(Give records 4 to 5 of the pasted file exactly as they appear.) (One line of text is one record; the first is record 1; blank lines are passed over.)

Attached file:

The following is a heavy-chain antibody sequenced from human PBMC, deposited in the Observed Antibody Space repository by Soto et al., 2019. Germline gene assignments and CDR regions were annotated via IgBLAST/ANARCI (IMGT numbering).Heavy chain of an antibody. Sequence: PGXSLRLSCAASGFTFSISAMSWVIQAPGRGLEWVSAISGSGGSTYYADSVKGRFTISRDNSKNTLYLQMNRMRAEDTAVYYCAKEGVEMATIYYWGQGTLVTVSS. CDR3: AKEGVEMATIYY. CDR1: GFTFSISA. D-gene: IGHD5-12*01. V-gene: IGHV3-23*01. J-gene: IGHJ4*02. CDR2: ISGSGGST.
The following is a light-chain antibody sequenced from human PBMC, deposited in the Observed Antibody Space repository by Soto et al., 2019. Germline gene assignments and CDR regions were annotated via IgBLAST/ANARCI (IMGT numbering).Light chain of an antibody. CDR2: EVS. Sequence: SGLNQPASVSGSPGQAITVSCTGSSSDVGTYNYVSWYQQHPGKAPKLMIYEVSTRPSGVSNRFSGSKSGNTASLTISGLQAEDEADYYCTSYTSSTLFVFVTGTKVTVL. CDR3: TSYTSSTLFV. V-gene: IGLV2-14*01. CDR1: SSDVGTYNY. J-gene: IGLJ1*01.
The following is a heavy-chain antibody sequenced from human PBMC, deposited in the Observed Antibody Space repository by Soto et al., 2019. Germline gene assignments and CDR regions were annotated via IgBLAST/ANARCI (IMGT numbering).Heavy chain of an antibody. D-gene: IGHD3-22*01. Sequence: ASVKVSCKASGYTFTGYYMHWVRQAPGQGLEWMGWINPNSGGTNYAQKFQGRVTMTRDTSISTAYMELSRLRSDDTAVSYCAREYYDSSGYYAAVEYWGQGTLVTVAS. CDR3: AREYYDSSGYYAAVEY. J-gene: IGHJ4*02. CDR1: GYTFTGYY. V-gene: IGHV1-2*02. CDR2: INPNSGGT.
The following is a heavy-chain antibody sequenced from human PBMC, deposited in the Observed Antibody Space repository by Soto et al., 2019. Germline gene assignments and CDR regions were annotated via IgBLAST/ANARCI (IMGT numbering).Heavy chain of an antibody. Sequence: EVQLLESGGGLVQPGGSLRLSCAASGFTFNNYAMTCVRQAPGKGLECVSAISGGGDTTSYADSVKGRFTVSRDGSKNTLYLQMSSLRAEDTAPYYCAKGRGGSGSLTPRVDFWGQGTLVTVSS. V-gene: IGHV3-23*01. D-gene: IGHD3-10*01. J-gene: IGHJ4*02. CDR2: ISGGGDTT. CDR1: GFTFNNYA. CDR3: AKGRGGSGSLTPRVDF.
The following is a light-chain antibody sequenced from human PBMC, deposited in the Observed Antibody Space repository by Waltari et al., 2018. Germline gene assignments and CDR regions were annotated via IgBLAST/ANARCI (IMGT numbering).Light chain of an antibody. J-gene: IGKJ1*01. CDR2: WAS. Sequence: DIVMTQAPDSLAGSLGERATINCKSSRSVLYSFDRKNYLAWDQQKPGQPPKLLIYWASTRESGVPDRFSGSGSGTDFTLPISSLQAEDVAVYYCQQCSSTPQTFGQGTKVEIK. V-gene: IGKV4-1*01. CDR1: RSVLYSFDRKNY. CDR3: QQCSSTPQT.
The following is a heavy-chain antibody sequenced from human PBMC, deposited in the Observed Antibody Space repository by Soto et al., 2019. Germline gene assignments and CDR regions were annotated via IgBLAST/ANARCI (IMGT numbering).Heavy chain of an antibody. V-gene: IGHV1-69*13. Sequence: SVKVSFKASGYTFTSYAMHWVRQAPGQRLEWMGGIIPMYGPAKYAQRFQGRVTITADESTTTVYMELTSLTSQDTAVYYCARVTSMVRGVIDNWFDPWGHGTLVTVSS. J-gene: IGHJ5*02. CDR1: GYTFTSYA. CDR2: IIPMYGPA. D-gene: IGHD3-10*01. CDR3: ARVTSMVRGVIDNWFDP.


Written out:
The following is a heavy-chain antibody sequenced from human PBMC, deposited in the Observed Antibody Space repository by Soto et al., 2019. Germline gene assignments and CDR regions were annotated via IgBLAST/ANARCI (IMGT numbering).Heavy chain of an antibody. Sequence: EVQLLESGGGLVQPGGSLRLSCAASGFTFNNYAMTCVRQAPGKGLECVSAISGGGDTTSYADSVKGRFTVSRDGSKNTLYLQMSSLRAEDTAPYYCAKGRGGSGSLTPRVDFWGQGTLVTVSS. V-gene: IGHV3-23*01. D-gene: IGHD3-10*01. J-gene: IGHJ4*02. CDR2: ISGGGDTT. CDR1: GFTFNNYA. CDR3: AKGRGGSGSLTPRVDF.
The following is a light-chain antibody sequenced from human PBMC, deposited in the Observed Antibody Space repository by Waltari et al., 2018. Germline gene assignments and CDR regions were annotated via IgBLAST/ANARCI (IMGT numbering).Light chain of an antibody. J-gene: IGKJ1*01. CDR2: WAS. Sequence: DIVMTQAPDSLAGSLGERATINCKSSRSVLYSFDRKNYLAWDQQKPGQPPKLLIYWASTRESGVPDRFSGSGSGTDFTLPISSLQAEDVAVYYCQQCSSTPQTFGQGTKVEIK. V-gene: IGKV4-1*01. CDR1: RSVLYSFDRKNY. CDR3: QQCSSTPQT.